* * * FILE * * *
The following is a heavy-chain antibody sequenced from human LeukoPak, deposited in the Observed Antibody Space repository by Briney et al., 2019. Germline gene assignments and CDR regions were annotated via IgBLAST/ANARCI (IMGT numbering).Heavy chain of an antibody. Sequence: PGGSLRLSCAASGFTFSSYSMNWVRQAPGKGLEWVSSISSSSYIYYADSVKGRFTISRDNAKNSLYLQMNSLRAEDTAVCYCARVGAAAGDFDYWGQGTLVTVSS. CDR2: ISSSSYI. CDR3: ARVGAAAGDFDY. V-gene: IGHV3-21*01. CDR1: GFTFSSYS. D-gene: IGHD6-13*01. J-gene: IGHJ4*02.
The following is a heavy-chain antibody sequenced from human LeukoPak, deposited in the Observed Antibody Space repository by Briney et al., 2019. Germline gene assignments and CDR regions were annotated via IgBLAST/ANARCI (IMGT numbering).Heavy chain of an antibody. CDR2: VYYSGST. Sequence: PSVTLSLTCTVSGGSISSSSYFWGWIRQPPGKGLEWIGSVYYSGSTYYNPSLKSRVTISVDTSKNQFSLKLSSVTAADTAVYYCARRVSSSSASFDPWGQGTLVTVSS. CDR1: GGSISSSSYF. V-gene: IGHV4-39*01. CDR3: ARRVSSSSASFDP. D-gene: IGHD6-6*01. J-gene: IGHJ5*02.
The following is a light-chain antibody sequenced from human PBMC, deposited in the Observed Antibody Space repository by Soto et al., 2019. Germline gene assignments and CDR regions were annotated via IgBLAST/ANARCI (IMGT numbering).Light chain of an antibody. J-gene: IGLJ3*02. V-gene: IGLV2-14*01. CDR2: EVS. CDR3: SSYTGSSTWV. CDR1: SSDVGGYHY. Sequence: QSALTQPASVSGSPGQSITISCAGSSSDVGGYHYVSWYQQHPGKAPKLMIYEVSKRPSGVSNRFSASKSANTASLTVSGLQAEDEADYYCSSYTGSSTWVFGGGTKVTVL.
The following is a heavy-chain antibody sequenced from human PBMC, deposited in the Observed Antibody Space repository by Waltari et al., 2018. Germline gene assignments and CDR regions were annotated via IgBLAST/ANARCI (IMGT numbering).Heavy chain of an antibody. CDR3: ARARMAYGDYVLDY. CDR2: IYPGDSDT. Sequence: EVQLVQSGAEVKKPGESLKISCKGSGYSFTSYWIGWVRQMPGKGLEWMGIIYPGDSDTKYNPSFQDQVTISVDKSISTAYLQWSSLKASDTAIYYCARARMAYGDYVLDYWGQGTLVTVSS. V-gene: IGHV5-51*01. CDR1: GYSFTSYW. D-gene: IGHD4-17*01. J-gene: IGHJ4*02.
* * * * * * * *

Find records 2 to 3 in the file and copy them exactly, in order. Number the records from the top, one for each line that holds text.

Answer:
The following is a heavy-chain antibody sequenced from human LeukoPak, deposited in the Observed Antibody Space repository by Briney et al., 2019. Germline gene assignments and CDR regions were annotated via IgBLAST/ANARCI (IMGT numbering).Heavy chain of an antibody. CDR2: VYYSGST. Sequence: PSVTLSLTCTVSGGSISSSSYFWGWIRQPPGKGLEWIGSVYYSGSTYYNPSLKSRVTISVDTSKNQFSLKLSSVTAADTAVYYCARRVSSSSASFDPWGQGTLVTVSS. CDR1: GGSISSSSYF. V-gene: IGHV4-39*01. CDR3: ARRVSSSSASFDP. D-gene: IGHD6-6*01. J-gene: IGHJ5*02.
The following is a light-chain antibody sequenced from human PBMC, deposited in the Observed Antibody Space repository by Soto et al., 2019. Germline gene assignments and CDR regions were annotated via IgBLAST/ANARCI (IMGT numbering).Light chain of an antibody. J-gene: IGLJ3*02. V-gene: IGLV2-14*01. CDR2: EVS. CDR3: SSYTGSSTWV. CDR1: SSDVGGYHY. Sequence: QSALTQPASVSGSPGQSITISCAGSSSDVGGYHYVSWYQQHPGKAPKLMIYEVSKRPSGVSNRFSASKSANTASLTVSGLQAEDEADYYCSSYTGSSTWVFGGGTKVTVL.